The APA and OPA offer 5 practical ideas to reduce stress during the holiday season.Read more
Understanding Chronic Stress
The Stress Response
There are many stressors in our fast-paced world, including familial, financial, work-related, and interpersonal stress. When faced with stress, the body first releases adrenaline to boost energy. If the stress does not subside, the body begins to rely on stored fats and sugars to provide energy. At this point, one may experience physical and mental side effects of prolonged stress, including fatigue, illness, feelings of panic, cognitive issues, and sleep trouble.
When stress becomes chronic, it means that one is under stress so often, that the body is unable to produce enough adrenaline and other resources to meet the energy demand. Chronic stress manifests into symptoms of insomnia, anxiety, and mood and personality changes. Feeling stressed most of the time can adversely impact your cardiovascular health, lead to extreme weight gain or loss, or contribute to the development of ulcers.
First, identify the source of stress.
What issue(s) in your life cause(s) you to feel stressed?
Next, examine the stress response.
When feeling stressed, what physical or mental effects do you experience?
Consider any unhealthy behaviours used to cope with stress.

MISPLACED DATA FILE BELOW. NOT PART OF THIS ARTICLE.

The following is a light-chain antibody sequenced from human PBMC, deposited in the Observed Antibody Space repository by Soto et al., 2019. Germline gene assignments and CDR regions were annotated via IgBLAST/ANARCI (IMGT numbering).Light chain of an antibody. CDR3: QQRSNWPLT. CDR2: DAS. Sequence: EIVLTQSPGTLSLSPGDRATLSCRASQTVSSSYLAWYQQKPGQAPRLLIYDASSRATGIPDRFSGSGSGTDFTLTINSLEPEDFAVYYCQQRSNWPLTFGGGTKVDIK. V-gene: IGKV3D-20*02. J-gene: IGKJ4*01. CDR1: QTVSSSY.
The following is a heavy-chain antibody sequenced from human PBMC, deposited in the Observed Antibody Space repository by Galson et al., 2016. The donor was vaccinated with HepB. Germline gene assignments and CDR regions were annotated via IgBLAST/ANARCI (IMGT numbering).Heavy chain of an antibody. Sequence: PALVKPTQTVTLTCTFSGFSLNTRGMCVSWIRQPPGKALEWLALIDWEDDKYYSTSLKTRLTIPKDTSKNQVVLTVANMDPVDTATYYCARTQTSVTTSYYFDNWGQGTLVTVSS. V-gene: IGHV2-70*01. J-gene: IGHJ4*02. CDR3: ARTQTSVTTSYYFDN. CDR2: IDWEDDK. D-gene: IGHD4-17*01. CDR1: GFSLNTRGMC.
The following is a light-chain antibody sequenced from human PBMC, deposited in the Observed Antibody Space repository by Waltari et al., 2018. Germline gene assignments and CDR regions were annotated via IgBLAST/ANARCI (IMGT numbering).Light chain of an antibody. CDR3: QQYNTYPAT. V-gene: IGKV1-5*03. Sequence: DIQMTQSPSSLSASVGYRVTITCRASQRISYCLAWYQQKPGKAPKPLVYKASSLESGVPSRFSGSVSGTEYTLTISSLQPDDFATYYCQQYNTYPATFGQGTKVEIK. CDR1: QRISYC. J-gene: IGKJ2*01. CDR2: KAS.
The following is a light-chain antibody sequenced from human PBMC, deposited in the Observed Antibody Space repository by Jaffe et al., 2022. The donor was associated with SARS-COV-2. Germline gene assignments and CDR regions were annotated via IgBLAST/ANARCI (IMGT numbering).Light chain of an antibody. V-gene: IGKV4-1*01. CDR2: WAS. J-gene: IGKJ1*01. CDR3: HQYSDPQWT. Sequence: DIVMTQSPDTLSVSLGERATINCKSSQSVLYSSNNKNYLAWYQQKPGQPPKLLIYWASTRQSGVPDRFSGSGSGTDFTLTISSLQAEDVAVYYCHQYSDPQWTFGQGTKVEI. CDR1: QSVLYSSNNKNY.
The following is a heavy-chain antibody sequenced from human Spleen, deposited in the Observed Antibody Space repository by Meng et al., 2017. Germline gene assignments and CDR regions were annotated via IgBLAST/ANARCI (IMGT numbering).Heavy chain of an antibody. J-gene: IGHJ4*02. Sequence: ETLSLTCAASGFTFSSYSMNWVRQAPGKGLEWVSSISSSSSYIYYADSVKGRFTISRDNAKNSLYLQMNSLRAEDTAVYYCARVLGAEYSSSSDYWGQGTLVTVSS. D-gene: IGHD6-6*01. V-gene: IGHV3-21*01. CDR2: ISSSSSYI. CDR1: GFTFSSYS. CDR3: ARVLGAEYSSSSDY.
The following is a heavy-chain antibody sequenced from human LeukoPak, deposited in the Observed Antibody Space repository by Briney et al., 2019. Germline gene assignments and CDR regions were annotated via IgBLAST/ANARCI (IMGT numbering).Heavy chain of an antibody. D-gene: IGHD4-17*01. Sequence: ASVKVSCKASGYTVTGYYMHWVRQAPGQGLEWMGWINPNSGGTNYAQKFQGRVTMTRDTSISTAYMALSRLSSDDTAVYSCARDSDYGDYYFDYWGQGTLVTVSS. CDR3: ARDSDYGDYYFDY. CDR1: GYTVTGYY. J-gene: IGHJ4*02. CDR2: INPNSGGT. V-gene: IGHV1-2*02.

Do you smoke, drink alcohol, over or under eat to cope?
Replace unhealthy behaviours with behaviour that works to ease stress.
Try exercising, meditation or talking to family and friends.
Reach out for help when you need it.
Recognize that chronic stress can be an issue too big to tackle alone.
Recovery from Chronic Stress
Dalton Associates has over 200 clinical therapists throughout Ontario, who specialize in the treatment and recovery of chronically stressed individuals. Use our Find a Therapist tool to connect with a therapist who specializes in stress, or call 1.888.245.5516 to connect with thesupport you need.
American Psychological Association (October 5, 2007). Stress Tip Sheet. Retrieved from: http://www.apa.org/news/press/releases/2007/10/stress-tips.aspx
Canadian Mental Health Association (2013). Stress. Retrieved from: http://www.cmha.ca/mental_health/stress/#.UPQcKPKwf78
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